Gary Hennerberg

After a lot of years in marketing and sales, this is what I know works:

Stories sell. Think unique. Stimulate emotion. Close deals. And here are a few other gems from my new book, “Crack the Customer Mind Code.” Know the persona, interpret your offer and let your prospect give themselves permission to buy. That’s how the brain is wired. It’s how people think.

What else? When I’m not breaking down complex topics (or ones marketers over-complicate) into easy-to-grasp stories that sell, I crunch numbers. Manage projects. Write. Teach. Lead.

The 5 Hardest Jobs to Fill in 2012: Creative Design and User Experience

If you read my earlier post on this topic, you’ll know that I’m referring to an article in Inc.com. Today I’m starting with my thoughts about the job of Creative Design and User Experience.

According to the Inc. article, “since almost every company is trying to create a highly compelling user experience that keeps people engaged with their product, it is tough to find people who have this type of experience (especially with mobile devices including tablets) and a demonstrated track record of success.”

As an online user yourself, you might agree that there are more websites that need help with navigation and user experience than there are websites where it’s a delight.

Design can be a tricky thing. But for old-time print designers who are skilled at guiding the eye, but aren’t afraid of new technology and tools, creating a superior online design and user experience is a natural extension of their experience.

My design and marketing partner, Perry Alexander, has been in the user interface mindset for his 35+ years of his career. He understands what it takes to engage the user, how to help them navigate to get where they want to go, and importantly, how to close the sale with forms that are easy, intuitive, and a joy to use.

I asked Perry what he considered most important in creative design and user experience, and here’s what he believes are essential for success:

“Know where the user’s eye will naturally fall first, and make sure your most important message is there. Don’t ever leave your site visitor at a dead-end, without navigation to continue through your site. Finally, be sure your ‘call to action’ stands out and is consistent in placement, color, shape, and language on most every page of your site. The design is not about the latest technology employed to make it sparkle—it’s about giving your site visitors what they want, and getting them to take the action you desire.”

Looking for a few examples of his mastery of online design?

Well, at the moment you’re looking at my blog which is an example of his work. He designed my website, www.hennerberg.com. Or look at Perry’s website, www.SuccessMessengerGroup.com.

Here are a few recent client examples:

www.MontreatTomorrow.org – this website integrates email marketing and social media to raise funds for the Montreat Conference Center.

www.TheListWarehouse.com – this website, for an email, direct mail, and mobile list brokerage, includes great navigation and an extensive inquiry form

www.AuditionChicagoTalent.com – the owner of this company was close to shutting down his business, but he trusted us to turn around his business. Mission accomplished. You can read the turnaround story here: http://www.targetmarketingmag.com/article/audition-division-evolves-its-media-mix-turn-around-its-business/1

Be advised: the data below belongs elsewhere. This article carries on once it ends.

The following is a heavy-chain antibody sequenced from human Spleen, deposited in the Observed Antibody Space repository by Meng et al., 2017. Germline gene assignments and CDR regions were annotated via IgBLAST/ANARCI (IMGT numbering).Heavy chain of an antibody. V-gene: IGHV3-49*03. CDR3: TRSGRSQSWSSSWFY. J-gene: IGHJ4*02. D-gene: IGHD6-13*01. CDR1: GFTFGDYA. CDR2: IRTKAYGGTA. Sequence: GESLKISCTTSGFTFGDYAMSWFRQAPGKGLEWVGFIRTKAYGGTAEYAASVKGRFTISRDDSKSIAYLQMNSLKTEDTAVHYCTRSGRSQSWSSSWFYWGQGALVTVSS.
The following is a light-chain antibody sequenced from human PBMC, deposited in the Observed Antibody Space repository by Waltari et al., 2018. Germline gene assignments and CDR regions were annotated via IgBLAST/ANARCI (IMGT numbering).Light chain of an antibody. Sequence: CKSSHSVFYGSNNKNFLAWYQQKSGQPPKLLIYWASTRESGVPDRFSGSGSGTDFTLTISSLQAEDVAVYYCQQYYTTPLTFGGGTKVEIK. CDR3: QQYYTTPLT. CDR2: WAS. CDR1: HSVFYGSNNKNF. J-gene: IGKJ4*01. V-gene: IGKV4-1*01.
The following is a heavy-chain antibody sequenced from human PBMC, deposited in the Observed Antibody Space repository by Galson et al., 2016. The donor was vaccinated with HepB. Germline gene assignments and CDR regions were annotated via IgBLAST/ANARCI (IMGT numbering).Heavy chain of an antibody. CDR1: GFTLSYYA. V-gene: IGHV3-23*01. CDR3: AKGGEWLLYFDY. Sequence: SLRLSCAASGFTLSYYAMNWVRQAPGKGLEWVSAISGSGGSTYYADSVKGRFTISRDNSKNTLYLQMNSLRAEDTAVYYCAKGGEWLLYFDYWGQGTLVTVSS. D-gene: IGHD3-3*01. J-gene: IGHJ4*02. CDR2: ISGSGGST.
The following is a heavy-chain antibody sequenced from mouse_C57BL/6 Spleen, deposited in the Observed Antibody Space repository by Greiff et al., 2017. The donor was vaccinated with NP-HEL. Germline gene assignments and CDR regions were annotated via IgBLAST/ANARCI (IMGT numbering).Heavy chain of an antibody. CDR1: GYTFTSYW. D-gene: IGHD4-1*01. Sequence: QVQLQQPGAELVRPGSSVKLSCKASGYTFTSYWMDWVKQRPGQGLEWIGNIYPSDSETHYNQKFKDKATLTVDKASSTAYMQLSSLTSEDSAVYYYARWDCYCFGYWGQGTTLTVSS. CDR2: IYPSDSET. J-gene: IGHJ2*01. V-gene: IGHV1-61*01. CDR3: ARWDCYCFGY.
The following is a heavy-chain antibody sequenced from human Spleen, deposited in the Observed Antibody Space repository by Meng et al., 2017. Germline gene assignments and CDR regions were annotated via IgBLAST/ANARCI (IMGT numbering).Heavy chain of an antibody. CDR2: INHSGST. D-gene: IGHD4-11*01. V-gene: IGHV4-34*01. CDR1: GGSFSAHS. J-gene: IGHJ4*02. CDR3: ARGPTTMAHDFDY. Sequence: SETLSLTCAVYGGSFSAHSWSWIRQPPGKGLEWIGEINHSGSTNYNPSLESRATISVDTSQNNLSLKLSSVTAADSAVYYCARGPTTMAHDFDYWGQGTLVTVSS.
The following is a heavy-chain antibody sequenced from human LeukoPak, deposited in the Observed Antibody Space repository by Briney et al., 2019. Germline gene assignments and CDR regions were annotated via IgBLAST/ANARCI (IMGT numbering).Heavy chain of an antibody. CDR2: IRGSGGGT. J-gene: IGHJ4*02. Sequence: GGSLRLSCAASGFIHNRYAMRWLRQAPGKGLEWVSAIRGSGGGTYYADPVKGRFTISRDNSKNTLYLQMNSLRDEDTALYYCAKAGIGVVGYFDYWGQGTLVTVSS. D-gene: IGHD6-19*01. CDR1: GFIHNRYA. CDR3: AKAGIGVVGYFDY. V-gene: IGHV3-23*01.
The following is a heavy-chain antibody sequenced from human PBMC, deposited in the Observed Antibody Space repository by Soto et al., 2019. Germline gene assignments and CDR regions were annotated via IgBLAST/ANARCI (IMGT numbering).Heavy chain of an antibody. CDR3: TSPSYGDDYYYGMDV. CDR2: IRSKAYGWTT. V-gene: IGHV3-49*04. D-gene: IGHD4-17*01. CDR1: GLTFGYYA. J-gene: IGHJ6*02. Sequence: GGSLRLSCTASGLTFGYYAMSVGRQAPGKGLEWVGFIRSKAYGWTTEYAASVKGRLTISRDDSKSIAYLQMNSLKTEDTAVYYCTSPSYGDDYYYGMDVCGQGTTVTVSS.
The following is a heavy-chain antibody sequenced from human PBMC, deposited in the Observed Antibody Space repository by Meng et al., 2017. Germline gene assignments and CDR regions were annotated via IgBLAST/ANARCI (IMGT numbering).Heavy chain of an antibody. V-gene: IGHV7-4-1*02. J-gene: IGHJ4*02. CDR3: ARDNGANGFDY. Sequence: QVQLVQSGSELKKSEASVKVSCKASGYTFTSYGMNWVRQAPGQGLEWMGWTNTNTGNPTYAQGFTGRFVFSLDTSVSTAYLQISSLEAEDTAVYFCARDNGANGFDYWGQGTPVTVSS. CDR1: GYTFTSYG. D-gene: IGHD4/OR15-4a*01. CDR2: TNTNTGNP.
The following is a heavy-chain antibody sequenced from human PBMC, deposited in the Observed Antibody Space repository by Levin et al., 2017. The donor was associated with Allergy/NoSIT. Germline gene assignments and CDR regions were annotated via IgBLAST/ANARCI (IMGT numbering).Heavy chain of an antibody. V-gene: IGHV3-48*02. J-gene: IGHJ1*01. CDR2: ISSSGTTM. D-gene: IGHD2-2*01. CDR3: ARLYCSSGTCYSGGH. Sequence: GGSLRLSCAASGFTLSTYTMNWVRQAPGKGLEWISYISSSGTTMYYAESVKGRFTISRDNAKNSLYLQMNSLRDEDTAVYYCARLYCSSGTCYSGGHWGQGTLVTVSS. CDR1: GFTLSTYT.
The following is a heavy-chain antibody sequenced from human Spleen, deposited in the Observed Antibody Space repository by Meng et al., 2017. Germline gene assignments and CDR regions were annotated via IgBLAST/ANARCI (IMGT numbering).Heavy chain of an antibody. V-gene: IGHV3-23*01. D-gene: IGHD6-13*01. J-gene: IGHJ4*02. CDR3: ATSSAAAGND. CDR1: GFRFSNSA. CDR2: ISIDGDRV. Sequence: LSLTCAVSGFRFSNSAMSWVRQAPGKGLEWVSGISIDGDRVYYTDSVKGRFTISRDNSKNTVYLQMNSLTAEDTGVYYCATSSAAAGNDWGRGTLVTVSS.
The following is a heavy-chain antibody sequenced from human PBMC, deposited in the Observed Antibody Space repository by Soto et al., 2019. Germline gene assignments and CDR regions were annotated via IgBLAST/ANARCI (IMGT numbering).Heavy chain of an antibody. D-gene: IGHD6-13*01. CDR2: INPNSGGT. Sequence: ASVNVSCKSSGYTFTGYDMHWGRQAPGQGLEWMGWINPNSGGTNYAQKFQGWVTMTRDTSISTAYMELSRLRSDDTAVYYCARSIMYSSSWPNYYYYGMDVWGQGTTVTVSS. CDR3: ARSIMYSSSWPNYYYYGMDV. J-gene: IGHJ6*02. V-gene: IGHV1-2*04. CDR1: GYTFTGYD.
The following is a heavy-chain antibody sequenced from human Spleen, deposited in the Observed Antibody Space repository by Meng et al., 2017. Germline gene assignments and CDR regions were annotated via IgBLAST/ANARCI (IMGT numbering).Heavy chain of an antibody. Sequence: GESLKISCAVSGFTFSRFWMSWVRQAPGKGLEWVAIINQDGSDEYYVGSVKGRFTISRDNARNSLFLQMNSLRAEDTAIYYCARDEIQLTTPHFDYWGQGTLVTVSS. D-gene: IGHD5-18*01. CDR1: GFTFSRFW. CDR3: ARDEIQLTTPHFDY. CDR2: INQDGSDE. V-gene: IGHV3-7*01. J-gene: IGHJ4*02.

www.LakesideOutdoors.com – Perry untangled a huge website design mess from a prior designer. The images downloaded slowly, the navigation was a disaster, and the search engines couldn’t find this site. We’re often brought in by clients to fix the design and user experience of their websites.

You get the idea. And when you are fed up with the design and user experience of your online, and offline, marketing efforts, you’ll be in no better hands than working with Perry.

Gary Hennerberg

After a lot of years in marketing and sales, this is what I know works:

Stories sell. Think unique. Stimulate emotion. Close deals. And here are a few other gems from my new book, “Crack the Customer Mind Code.” Know the persona, interpret your offer and let your prospect give themselves permission to buy. That’s how the brain is wired. It’s how people think.

What else? When I’m not breaking down complex topics (or ones marketers over-complicate) into easy-to-grasp stories that sell, I crunch numbers. Manage projects. Write. Teach. Lead.

The 5 Hardest Jobs to Fill in 2012

An Inc.com article titled “The 5 Hardest Jobs to Fill in 2012” is a reminder of how the world of business changes – or maybe it’s more of the same. The full article can be found at http://www.inc.com/keith-cline/talent-shortages-in-2012.html.

There are the 5 jobs the author of the Inc.com article identifies as hardest to fill:

1. Software Engineers and Web Developers

2. Creative Design and User Experience

3. Product Management

4. Marketing

5. Analytics

If you’re familiar with traditional direct marketing, you’d recognize that at least 4 of these 5 jobs have been central to direct marketing success. These 4 are timeless. Even though the primary delivery method has moved from ink on paper to type, pixels, and videos on screen, the same principles endure.

My marketing partner, Perry Alexander, and I have applied the best practices of these 4 jobs since we starting working together in 1996, and have evolved our skillsets with the times.

What’s more, 4 of these 5 jobs fall into our “sweet spot” of work for our clients, which may explain why our services were in high demand throughout 2011 with no let up in sight for 2012.

For each of the next four days I’ll add my perspective on the 4 hardest jobs to find, and on a more granular basis, delve into why these are important for you in your business.

Stay tuned.

Gary Hennerberg

After a lot of years in marketing and sales, this is what I know works:

Stories sell. Think unique. Stimulate emotion. Close deals. And here are a few other gems from my new book, “Crack the Customer Mind Code.” Know the persona, interpret your offer and let your prospect give themselves permission to buy. That’s how the brain is wired. It’s how people think.

What else? When I’m not breaking down complex topics (or ones marketers over-complicate) into easy-to-grasp stories that sell, I crunch numbers. Manage projects. Write. Teach. Lead.